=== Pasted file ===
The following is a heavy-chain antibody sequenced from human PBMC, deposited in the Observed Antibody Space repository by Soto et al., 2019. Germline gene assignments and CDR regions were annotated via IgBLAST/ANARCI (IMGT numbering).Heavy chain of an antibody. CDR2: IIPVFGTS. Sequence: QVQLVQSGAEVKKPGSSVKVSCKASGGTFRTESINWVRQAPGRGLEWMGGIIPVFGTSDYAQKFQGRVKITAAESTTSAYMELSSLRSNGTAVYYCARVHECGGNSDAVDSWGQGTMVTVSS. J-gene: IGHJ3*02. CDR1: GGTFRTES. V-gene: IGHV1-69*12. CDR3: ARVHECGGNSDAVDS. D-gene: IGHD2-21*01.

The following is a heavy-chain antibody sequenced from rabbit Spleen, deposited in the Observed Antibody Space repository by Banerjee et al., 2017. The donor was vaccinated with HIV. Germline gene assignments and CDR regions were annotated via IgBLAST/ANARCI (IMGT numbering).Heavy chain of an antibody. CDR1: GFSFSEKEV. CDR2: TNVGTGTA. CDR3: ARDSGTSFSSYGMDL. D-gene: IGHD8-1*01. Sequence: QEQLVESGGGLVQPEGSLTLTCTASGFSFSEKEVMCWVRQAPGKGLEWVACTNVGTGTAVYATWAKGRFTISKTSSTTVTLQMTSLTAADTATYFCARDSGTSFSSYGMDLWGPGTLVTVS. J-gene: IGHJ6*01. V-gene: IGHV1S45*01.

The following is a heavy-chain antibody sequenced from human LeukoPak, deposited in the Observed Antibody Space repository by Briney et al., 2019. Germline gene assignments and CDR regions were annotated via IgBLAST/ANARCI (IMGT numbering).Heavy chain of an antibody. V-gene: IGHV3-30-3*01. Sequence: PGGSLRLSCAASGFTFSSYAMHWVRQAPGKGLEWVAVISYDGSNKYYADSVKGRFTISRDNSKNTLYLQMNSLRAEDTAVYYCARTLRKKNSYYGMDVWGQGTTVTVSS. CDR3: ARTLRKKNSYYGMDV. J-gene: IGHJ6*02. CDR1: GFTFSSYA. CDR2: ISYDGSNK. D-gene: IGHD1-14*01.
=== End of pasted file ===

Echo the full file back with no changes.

The following is a heavy-chain antibody sequenced from human PBMC, deposited in the Observed Antibody Space repository by Soto et al., 2019. Germline gene assignments and CDR regions were annotated via IgBLAST/ANARCI (IMGT numbering).Heavy chain of an antibody. CDR2: IIPVFGTS. Sequence: QVQLVQSGAEVKKPGSSVKVSCKASGGTFRTESINWVRQAPGRGLEWMGGIIPVFGTSDYAQKFQGRVKITAAESTTSAYMELSSLRSNGTAVYYCARVHECGGNSDAVDSWGQGTMVTVSS. J-gene: IGHJ3*02. CDR1: GGTFRTES. V-gene: IGHV1-69*12. CDR3: ARVHECGGNSDAVDS. D-gene: IGHD2-21*01.

The following is a heavy-chain antibody sequenced from rabbit Spleen, deposited in the Observed Antibody Space repository by Banerjee et al., 2017. The donor was vaccinated with HIV. Germline gene assignments and CDR regions were annotated via IgBLAST/ANARCI (IMGT numbering).Heavy chain of an antibody. CDR1: GFSFSEKEV. CDR2: TNVGTGTA. CDR3: ARDSGTSFSSYGMDL. D-gene: IGHD8-1*01. Sequence: QEQLVESGGGLVQPEGSLTLTCTASGFSFSEKEVMCWVRQAPGKGLEWVACTNVGTGTAVYATWAKGRFTISKTSSTTVTLQMTSLTAADTATYFCARDSGTSFSSYGMDLWGPGTLVTVS. J-gene: IGHJ6*01. V-gene: IGHV1S45*01.

The following is a heavy-chain antibody sequenced from human LeukoPak, deposited in the Observed Antibody Space repository by Briney et al., 2019. Germline gene assignments and CDR regions were annotated via IgBLAST/ANARCI (IMGT numbering).Heavy chain of an antibody. V-gene: IGHV3-30-3*01. Sequence: PGGSLRLSCAASGFTFSSYAMHWVRQAPGKGLEWVAVISYDGSNKYYADSVKGRFTISRDNSKNTLYLQMNSLRAEDTAVYYCARTLRKKNSYYGMDVWGQGTTVTVSS. CDR3: ARTLRKKNSYYGMDV. J-gene: IGHJ6*02. CDR1: GFTFSSYA. CDR2: ISYDGSNK. D-gene: IGHD1-14*01.